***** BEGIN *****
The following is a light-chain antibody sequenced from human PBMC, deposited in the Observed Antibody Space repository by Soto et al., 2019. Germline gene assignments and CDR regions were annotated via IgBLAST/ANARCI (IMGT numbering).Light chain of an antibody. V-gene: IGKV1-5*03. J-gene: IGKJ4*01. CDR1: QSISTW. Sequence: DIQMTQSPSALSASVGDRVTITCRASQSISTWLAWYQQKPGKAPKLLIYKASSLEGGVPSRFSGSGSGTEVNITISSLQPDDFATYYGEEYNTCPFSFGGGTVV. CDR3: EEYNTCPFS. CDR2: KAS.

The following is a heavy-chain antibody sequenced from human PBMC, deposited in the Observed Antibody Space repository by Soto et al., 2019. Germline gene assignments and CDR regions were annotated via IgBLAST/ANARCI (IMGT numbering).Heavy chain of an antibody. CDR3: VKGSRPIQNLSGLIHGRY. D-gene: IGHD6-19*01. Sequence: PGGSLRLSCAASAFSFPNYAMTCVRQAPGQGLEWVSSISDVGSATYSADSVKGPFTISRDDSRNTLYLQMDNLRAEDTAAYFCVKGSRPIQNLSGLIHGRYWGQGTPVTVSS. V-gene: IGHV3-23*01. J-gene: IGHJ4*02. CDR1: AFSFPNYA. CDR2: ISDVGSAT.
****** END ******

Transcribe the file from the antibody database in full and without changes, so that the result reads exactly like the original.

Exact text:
The following is a light-chain antibody sequenced from human PBMC, deposited in the Observed Antibody Space repository by Soto et al., 2019. Germline gene assignments and CDR regions were annotated via IgBLAST/ANARCI (IMGT numbering).Light chain of an antibody. V-gene: IGKV1-5*03. J-gene: IGKJ4*01. CDR1: QSISTW. Sequence: DIQMTQSPSALSASVGDRVTITCRASQSISTWLAWYQQKPGKAPKLLIYKASSLEGGVPSRFSGSGSGTEVNITISSLQPDDFATYYGEEYNTCPFSFGGGTVV. CDR3: EEYNTCPFS. CDR2: KAS.

The following is a heavy-chain antibody sequenced from human PBMC, deposited in the Observed Antibody Space repository by Soto et al., 2019. Germline gene assignments and CDR regions were annotated via IgBLAST/ANARCI (IMGT numbering).Heavy chain of an antibody. CDR3: VKGSRPIQNLSGLIHGRY. D-gene: IGHD6-19*01. Sequence: PGGSLRLSCAASAFSFPNYAMTCVRQAPGQGLEWVSSISDVGSATYSADSVKGPFTISRDDSRNTLYLQMDNLRAEDTAAYFCVKGSRPIQNLSGLIHGRYWGQGTPVTVSS. V-gene: IGHV3-23*01. J-gene: IGHJ4*02. CDR1: AFSFPNYA. CDR2: ISDVGSAT.